If you'd like to work on the business side of the international trade field, it might be helpful to get an MBA, particularly from a school that offers a specialization in international affairs. Finding a job as a manager in an international firm will require the kinds of interpersonal, analytic and economic skills that business schools can teach. You could also work on developing market research skills because a large component of exporting and importing goods is having a strong knowledge of foreign markets.

If you are interested in working as an international attorney, you will need a law degree and thorough familiarity with international law and trade regulations. Meanwhile, to become a shipping specialist or logistics manager, you might only need practical experience.

What Is the Future of Jobs in International Trade?

In general, jobs in exporting and importing goods tend to have better pay than jobs not related to trade. As the world economy continues to globalize, there will continue to be a demand for managers and service providers to aid in business expansion. Due to increasing computerization, however, some jobs, such as those in shipping or logistics, might decline.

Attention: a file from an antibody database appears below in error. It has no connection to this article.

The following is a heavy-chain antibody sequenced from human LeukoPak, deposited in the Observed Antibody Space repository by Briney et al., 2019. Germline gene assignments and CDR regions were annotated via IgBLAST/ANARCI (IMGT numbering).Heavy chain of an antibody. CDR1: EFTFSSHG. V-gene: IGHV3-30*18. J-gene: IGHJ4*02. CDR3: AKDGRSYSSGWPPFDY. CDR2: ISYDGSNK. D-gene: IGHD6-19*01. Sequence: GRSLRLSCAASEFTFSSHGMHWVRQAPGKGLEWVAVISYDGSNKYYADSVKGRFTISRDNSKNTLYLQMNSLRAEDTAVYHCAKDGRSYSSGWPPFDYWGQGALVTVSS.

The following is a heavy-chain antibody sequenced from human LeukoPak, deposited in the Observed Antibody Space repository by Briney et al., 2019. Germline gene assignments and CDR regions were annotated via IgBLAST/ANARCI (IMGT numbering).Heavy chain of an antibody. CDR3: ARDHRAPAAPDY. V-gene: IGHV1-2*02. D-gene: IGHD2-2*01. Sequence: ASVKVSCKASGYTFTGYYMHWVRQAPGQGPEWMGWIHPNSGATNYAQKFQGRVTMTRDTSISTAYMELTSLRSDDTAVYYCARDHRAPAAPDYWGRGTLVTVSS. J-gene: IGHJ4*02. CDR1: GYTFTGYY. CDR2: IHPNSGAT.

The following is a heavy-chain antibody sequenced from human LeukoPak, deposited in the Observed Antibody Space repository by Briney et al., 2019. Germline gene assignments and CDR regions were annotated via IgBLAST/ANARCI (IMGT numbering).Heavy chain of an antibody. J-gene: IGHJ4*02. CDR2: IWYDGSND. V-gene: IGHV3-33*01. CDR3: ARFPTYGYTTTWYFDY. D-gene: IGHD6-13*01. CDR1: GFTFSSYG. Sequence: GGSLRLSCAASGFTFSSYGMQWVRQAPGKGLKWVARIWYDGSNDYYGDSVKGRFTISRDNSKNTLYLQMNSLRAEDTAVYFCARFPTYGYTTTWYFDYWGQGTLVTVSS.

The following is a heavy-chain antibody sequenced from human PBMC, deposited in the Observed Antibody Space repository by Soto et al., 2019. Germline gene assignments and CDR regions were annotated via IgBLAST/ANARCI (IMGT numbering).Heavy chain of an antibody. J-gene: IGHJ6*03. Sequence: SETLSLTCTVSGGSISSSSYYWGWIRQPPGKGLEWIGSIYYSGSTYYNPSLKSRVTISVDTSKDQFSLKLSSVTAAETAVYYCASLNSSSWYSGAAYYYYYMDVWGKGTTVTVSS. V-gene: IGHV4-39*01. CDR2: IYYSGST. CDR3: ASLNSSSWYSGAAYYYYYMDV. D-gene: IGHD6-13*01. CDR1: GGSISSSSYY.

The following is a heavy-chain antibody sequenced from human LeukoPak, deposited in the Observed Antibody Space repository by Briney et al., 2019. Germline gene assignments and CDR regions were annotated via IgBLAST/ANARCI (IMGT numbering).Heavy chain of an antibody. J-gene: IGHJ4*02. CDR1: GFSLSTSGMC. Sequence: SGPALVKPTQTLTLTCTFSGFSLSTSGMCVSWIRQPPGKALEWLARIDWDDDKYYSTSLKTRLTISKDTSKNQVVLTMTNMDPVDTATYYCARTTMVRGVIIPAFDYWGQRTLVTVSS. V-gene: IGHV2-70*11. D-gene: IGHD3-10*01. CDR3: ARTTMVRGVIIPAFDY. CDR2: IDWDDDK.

What Are Some Related Alternative Careers?

International trade jobs in related fields require a bachelor's degree. Arbitrators and mediators are a great place to start. These professionals work with individuals and institutions to mediate and negotiate a workable agreement to a problem. Another field is market research analysis. Here you use your skills to examine such things as sales projections to determine the viability of a product or service. Cost estimators come in handy when negotiating with vendors. They study data, prices and needs to determine what the best deals are to help a business expand its services or product lines.

To continue researching, browse degree options below for course curriculum, prerequisites and financial aid information. Or, learn more about the subject by reading the related articles below: